The Father of My Children (Le père de mes enfants)


Even the most ideal families may have their own agonies hidden deep.

Even the most ideal families may have their own agonies hidden deep.

(2009) Drama (IFC) Louis-Do de Lencquesaing, Chiara Caselli, Alice de Lencquesaing, Alice Gautier, Manelle Driss, Eric Elmosnino, Sandrine Dumas, Dominique Frot, Antoine Mathieu, Igor Hansen-Love, Elsa Pharaon, Olivia Ross, Jamshed Usmonov, Cori Shim, Yejin Kim, Philippe Paimblanc, Magne Håvard Brekke. Directed by Mia Hansen-Love

Offshoring

For most of us, having it all would have to include a wonderful, loving family, as well as success at doing a job that we loved doing. Sometimes though, that doesn’t always last.

Gregoire Canvel (L. de Lencquesaing) is a film producer who has had some success in the past. Right now he’s got a difficult director with an even more difficult star and the budget is straining at the gills. He’s dealt with that kind of thing before and his family is his safe harbor in stressful times – wife Sylvia (Caselli), eldest daughter Clemence (A. de Lencquesaing, Louis-Do’s real life daughter), Valentine (Gautier) and youngest Billie (Driss).

With his family, he can escape to idyllic homes and memorable holidays. His daughters worship him and his wife, aware in general of the financial difficulties that his production company is facing, supports him and adores him. Gregoire couldn’t have asked for a better family and he knows it.

But even the most loving, supportive family in the world can’t always protect you from calamity and when it comes, his life – and that of his family – takes a decided left turn, leaving pieces to be picked up and wounds to be healed, some of which may never fully do so.

Although perceptive viewers will probably be able to pick up what is to happen, I’m trying to keep it as obscure as I can because when it does occur, it still comes as something of a shock. The event essentially divides the film into two, with one centering on Gregoire and the other on Sylvia and Clemence. Although the second film is clearly the most emotional and memorable of the two, it would lose its impact without the first.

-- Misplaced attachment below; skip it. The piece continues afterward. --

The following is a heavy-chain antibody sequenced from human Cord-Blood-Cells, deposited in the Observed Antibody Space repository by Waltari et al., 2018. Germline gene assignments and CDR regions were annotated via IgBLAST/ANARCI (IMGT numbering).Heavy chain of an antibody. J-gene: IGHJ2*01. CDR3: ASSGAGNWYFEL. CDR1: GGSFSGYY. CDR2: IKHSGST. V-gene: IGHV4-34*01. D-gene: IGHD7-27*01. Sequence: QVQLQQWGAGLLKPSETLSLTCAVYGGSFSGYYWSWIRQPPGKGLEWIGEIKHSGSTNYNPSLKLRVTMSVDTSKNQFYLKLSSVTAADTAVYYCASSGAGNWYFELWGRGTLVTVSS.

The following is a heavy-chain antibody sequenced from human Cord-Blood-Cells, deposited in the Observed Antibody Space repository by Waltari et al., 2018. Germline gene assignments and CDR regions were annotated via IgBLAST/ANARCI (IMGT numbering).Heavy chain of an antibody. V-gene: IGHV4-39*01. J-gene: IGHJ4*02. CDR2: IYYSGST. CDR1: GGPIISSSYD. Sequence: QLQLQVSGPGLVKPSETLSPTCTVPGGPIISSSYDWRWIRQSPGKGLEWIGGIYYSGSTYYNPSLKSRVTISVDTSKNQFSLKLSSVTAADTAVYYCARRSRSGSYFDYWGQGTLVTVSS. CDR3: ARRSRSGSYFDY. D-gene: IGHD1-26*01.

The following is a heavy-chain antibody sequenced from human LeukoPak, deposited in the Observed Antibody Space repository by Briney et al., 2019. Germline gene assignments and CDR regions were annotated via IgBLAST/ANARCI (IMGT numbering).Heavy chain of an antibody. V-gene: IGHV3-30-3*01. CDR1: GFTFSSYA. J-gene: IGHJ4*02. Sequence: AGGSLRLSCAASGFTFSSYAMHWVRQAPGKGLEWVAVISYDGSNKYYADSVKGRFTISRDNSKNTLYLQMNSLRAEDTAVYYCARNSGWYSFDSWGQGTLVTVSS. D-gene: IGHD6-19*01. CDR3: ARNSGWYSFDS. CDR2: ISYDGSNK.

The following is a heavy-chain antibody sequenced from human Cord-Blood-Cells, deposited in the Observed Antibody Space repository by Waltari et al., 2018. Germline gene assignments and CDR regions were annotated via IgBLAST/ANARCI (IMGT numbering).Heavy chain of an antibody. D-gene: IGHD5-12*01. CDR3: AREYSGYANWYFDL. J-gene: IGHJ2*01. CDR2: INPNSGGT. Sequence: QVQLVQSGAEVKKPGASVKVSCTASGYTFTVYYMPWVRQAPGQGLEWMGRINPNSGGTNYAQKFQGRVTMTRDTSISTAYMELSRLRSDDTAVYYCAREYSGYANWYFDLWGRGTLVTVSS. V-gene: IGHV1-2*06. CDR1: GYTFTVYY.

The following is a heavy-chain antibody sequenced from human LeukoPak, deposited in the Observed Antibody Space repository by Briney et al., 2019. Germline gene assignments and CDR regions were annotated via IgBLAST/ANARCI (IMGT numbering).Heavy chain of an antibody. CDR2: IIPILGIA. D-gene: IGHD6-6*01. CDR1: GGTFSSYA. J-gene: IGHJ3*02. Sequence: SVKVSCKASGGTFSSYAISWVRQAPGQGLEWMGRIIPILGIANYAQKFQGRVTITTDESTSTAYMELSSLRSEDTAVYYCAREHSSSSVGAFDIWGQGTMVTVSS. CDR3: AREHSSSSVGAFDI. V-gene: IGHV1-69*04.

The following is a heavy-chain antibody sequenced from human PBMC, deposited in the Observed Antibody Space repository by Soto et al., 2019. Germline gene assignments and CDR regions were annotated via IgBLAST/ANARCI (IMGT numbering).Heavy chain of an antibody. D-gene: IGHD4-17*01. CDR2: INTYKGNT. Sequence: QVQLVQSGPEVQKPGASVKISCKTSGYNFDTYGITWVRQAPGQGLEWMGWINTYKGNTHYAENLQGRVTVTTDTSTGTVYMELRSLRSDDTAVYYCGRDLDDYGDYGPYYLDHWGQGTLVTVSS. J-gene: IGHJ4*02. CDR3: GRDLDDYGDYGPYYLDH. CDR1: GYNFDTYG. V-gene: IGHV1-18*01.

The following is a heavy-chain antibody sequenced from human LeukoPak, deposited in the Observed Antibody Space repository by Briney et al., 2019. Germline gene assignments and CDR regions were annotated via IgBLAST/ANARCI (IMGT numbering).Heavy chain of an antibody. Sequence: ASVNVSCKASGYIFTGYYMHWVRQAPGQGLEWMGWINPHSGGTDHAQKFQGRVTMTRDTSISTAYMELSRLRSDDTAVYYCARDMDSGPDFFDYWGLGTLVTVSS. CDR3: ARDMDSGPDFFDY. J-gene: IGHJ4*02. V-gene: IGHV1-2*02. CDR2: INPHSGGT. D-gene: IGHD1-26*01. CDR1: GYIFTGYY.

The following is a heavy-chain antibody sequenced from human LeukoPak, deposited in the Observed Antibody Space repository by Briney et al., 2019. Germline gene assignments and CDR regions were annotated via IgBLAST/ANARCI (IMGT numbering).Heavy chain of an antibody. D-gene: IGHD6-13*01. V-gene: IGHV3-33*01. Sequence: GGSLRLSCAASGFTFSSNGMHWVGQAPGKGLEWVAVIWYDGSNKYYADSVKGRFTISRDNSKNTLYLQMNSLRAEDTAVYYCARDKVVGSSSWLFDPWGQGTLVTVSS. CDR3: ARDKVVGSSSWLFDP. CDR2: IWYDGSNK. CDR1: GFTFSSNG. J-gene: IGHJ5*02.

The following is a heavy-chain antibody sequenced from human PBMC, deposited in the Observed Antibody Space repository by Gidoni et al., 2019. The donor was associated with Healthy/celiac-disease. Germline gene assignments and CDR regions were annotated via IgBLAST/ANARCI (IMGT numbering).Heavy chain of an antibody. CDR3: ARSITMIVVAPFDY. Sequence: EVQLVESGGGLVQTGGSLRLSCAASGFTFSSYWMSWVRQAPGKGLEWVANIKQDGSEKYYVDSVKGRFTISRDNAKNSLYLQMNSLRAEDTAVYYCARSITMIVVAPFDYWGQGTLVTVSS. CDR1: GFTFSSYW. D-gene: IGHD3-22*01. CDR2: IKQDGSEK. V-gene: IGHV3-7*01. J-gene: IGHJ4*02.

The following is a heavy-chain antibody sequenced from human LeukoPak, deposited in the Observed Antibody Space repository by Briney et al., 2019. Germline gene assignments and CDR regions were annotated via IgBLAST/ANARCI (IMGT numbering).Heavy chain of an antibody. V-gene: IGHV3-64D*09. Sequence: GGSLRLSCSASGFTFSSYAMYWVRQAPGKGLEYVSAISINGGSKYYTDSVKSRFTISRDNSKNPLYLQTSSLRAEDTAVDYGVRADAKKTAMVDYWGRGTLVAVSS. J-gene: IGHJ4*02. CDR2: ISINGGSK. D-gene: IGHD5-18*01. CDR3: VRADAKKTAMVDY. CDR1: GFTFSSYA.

When most directors present a family in crisis in film, generally things get resolved in an hour and a half of screen time but some things cannot be resolved quite so easily, if at all. The consequences of our actions can have lasting repercussions not only on our own lives but on those around us, even on the very periphery. Hansen-Love seems to understand this better than most and uses both stories to drive home the point.

The cast isn’t as well-known in the States as it is in France, but certainly Louis-Do de Lencquesaing has the charisma to transcend language and subtitles. We watch his character slowly unravel, going from a confident, hard-working hustler with a cell phone constantly glued to his ear (sometimes more than one) to a shell of himself, one who no longer has the ability to cope with even the slightest problem. Having seen that kind of thing happen to a man in real life (more than one, in fact) Gregoire’s fall rings true. That we can see it coming and nobody else around him does is truly the tragedy here – often the ones closest to us are the ones we see the least clearly.

This isn’t always an easy movie to watch and if I have a problem with it it’s that the movie ended before the story did, which again is real life – a mini-series probably wouldn’t have been enough. We are drawn to these characters, come to care about them and then poof, they’re gone with so much unresolved. I wanted to know that they were all going to be all right and clearly Hansen-Love doesn’t want you to have a definitive answer on that. Normally, I’m all with that sort of thing but I think the movie did its job too well – when the end credits were rolling I felt frustrated. But at no point did I ever feel that I wasn’t watching a superior film – and this one is.

WHY RENT THIS: A searing emotional drama. Some terrific performances.

WHY RENT SOMETHING ELSE: I would have liked to see a bit more of how the family coped after the closing credits.

FAMILY VALUES: Some very adult themes, some bad language and some smoking.

TRIVIAL PURSUIT: The movie is based on the life of French producer Humbert Balsan.

NOTABLE DVD EXTRAS: None listed.

BOX OFFICE PERFORMANCE: $479,282 on an unreported production budget; I’m thinking this movie broke even at best.

COMPARISON SHOPPING: Ordinary People

FINAL RATING: 7.5/10

NEXT: Mud

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